• Assistant Professor in the Child Study Center

    Karim Ibrahim is an Assistant Professor at the Yale Child Study Center. His translational neuroscience research focuses on brain networks associated with emotion regulation impairments in childhood-onset psychiatric disorders. Dr. Karim Ibrahim’s research is interdisciplinary and integrates multimodal imaging methods including functional and structural MRI, machine learning, and network neuroscience/connectomics approaches to identify biomarkers relevant to child psychopathology. His recent interests lie in using and developing tools predictive modeling/machine learning approaches that leverage large-scale neuroimaging datasets, including data from the Adolescent Brain Cognitive Development (ABCD) study, for identifying robust brain-based biomarkers. Among other things in this area, his research also investigates dynamics of the human functional connectome and large-scale networks, how brain connectivity is altered in mental health disorders (such as a disruptive behavior disorders, anxiety disorders, and autism spectrum disorder) and the neural response to treatment in youths. As a licensed clinical child psychologist, he also has extensive experience in developmental psychopathology, including assessments and cognitive-behavioral interventions for autism spectrum disorder, mood, anxiety, and disruptive behavior. Karim completed a postdoctoral fellowship at the Yale Child Study Center T32 research program in Translational Developmental Neuroscience and through an award from the Yale Center for Clinical Investigation multidisciplinary research training program.
  • Assistant Professor of Psychiatry

    Dr. Kaye is an Assistant Professor of Psychiatry, using a combination of circuit and computational approaches to understand adaptations to the danger in the environment and how those adaptations underlie PTSD. He graduated from the University of California M.D., Ph.D. program, where he used two-photon imaging and computational modeling to understand the organization of visual motion processing. Then, he joined the psychiatry residency at Yale, where he worked in Alex Kwan's lab on using calcium and neurotransmitter imaging to understand how arousal states change after stress, and also developed computational models of PTSD.The lab will focus on understanding how neuromodulatory circuits reprogram one another to create adaptive responses to traumatic experiences. Underlying this idea is the central problem of developing a mechanistic and functional understanding of stress and anxiety. The lab uses microendoscope and two-photon imaging of calcium and neurotransmitter sensors, large-scale electrophysiology (Neuropixels), computational analysis of behavior (DeepLabCut), and single cell transcriptomics to understand this problem.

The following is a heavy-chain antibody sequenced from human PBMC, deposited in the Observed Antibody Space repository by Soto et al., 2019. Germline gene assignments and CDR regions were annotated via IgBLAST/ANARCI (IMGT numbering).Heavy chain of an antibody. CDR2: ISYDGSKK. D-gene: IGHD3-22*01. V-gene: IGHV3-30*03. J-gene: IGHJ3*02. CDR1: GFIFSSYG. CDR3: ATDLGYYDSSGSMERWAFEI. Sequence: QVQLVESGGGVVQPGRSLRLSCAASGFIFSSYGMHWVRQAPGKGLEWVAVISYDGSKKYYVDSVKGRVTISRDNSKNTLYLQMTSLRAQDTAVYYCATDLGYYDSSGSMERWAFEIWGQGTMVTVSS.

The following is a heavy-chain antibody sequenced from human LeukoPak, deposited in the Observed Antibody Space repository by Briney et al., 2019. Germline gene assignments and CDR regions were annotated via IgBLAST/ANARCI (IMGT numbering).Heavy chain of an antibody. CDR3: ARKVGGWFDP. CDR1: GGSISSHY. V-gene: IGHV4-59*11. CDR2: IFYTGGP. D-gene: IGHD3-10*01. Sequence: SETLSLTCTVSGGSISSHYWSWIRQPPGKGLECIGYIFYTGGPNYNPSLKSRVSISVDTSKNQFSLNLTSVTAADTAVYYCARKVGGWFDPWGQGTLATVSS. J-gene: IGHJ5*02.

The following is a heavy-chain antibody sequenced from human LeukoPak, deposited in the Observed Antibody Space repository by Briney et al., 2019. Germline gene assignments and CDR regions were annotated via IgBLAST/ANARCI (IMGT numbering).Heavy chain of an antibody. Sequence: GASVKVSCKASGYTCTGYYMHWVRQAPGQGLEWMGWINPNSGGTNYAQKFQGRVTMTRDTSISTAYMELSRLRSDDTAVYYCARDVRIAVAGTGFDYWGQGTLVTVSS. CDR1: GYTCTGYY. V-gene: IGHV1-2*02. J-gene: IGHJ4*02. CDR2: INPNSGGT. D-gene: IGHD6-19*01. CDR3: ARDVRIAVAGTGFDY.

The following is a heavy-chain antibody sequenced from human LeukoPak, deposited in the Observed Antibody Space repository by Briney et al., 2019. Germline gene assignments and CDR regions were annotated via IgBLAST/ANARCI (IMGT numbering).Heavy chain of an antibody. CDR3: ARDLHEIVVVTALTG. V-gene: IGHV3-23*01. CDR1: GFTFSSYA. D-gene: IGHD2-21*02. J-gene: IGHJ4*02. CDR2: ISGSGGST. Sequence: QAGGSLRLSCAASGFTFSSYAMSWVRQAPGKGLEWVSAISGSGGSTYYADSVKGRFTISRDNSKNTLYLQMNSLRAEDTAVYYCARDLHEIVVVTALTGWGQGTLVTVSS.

• Assistant Professor

    Dr. Maudry Laurent-Rolle received her B.S. from Long Island University, Brooklyn Campus in Biology in 2001. She then obtained her MD and PhD from Icahn School of Medicine at Mount Sinai. Her dissertation research was funded by an NIH pre-doctoral fellowship, which allowed her to examine the molecular mechanisms by which flaviviruses inhibit host innate immune responses.  She completed residency training in Internal Medicine at Albert Einstein/Montefiore Medical Center in 2016 then joined the Infectious Diseases Fellowship program here at Yale University. Her research focus is on vaccine design and development of antivirals. She is originally from the beautiful Caribbean island of Dominica, known for its many rivers, tropical rainforests, and natural hot springs.
  • Associate Professor of Neurology; Director, Clinical Research, Neuroimmunology; Director, Fellowship Program, Multiple Sclerosis & Other Inflammatory Brain Disease